If $f_n (\omega) = \sum_{i=1}^n f_1 (T^i \omega)$ and $T$ is an ergodic action with respect to the measure $\mu$ then it is know as Birkhoff's theorem that

$$ \lim_{n \rightarrow \infty} \frac{f_n}{n} = \int_{\Omega} f_1(\omega) d\mu. $$

I was wondering what happens if one studies $h_n (\omega) = \sum_{i=1}^n f (T^i \omega)g(T^{2i} \omega)$ is it still true that

$$ \lim_{n \rightarrow \infty} \frac{h_n}{n} = \int_{\Omega} f(\omega)g(\omega) d\mu? $$

If we assume that $g(T^{2i}\omega)$ form a family of i i d random variables.

  • $\begingroup$ I think the integral you have on the right is not the correct limit. The integral of $f\circ T^{i}.g\circ T^{2i}$ is $\int_{\Omega}f(\omega)g\left(T^i\omega\right)d\mu$ by the $T$-invariance of the measure. Assuming that all of the functions are bounded so that we are allowed to swap limit and integral, the integral of the limit $\lim_{n \rightarrow \infty} \frac{h_n}{n} $ then should be $$\lim_{n\to\infty}\int_{\Omega}f(\omega)g_n(\omega)d\mu=\int_{\Omega}f(\omega)d\mu.\int_{\Omega}g(\omega)d\mu$$ since the Birkhoff averages $g_n$ of $g$ tend to $\int_{\Omega}g(\omega)d\mu$ $\mu$-a.e. $\endgroup$ – KhashF Feb 6 '19 at 20:17
  • $\begingroup$ Having that said, I think it is better to ask whether $\lim_{n \rightarrow \infty} \frac{h_n}{n}=\int_{\Omega}f(\omega)d\mu.\int_{\Omega}g(\omega)d\mu$ $\mu$-a.e.? This is true if you make your assumptions about $T$ stronger, e.g. suppose $T$ is weak mixing. Because then, $T\times T^2$ would be an ergodic transformation of the product space $\left(\Omega\times\Omega,\mu\otimes\mu\right)$ and it suffices to apply the Birkhoff Ergodic Theorem to the function $(\omega,\omega')\mapsto f(\omega).g(\omega')$ on this space. $\endgroup$ – KhashF Feb 6 '19 at 20:32
  • $\begingroup$ I@KhashF : I had thought of something like what you are suggesting. However, with your outer-product function, do you really get $h_n=\sum_{i=1}^n f (T^i \omega)g(T^{2i} \omega)$? Or do you get $\sum_{i=1}^n f (T^i \omega)g(T^{2i} \omega')$ instead? $\endgroup$ – Iosif Pinelis Feb 6 '19 at 23:15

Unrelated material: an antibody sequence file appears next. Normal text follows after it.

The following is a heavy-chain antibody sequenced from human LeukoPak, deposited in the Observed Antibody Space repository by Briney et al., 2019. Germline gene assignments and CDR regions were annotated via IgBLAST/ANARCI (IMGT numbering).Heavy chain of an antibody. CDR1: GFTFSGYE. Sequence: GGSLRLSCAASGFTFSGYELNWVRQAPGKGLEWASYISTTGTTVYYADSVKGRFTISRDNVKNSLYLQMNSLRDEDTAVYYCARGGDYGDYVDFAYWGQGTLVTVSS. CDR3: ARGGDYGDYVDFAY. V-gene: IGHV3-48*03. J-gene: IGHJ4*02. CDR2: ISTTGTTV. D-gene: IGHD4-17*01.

$\newcommand{\om}{\omega} \newcommand{\Om}{\Omega} \newcommand{\N}{\mathbb N} \newcommand{\Z}{\mathbb{Z}} \newcommand{\de}{\delta}$ Let $\Om:=\{-1,1\}^{\N_0}$ and $\mu:=(\frac12\de_{-1}+\frac12\de_1)^{\otimes\N_0}$, where $\N_0:=\{0,1,\dots\}$ and $\de_a$ denotes the Dirac point measure at $a$. For $\om\in\Om$, suppose that $f(\om)=g(\om)=\om_0$, where $\om_j:=\om(j)$ for $j\in\N_0$. For $\om\in\Om$ and $j\in\N_0$, let $(T\om)_j:=\om_{j+1}$, so that $X_j(\om):=f(T^j\om)=\om_j$.

Then $X_0,X_1,\dots$ are independent Rademacher random variables, with $P(X_j=\pm1)=1/2$. Let $S_n:=\sum_1^n X_i X_{2i}$. Then the question becomes the following: is it true that \begin{equation} A_n:=\tfrac1n\,S_n\to EX_0^2 \end{equation} almost surely (or at least in probability), as $n\to\infty$?

We have \begin{equation} E S_n^2=\sum_1^n EX_i^2 X_{2i}^2+2\sum_{1\le i<j\le n}EX_i X_{2i}X_j\, EX_{2j}=n, \end{equation} so that $EA_n^2=1/n\to0$ and hence $A_n\to0$ in probability. On the other hand, $EX_0^2=1\ne0$.
So, the answer to your question is no in general.


These averages converge almost surely, although as the previous comment shows it is not clear how to identify the limit. The almost sure convergence is a theorem of Bourgain from the following reference.

"Double recurrence and almost sure convergence", J. Reine Angew. Math. 404, pp 140--161, 1990.

It is unknown whether averages of the form $\frac{1}{n} \sum_{k=0}^{n-1} f_1(T^kx)f_2(T^{2k}x)f_3(T^{3k}x)$ converge almost surely.


Your Answer

By clicking “Post Your Answer”, you agree to our terms of service, privacy policy and cookie policy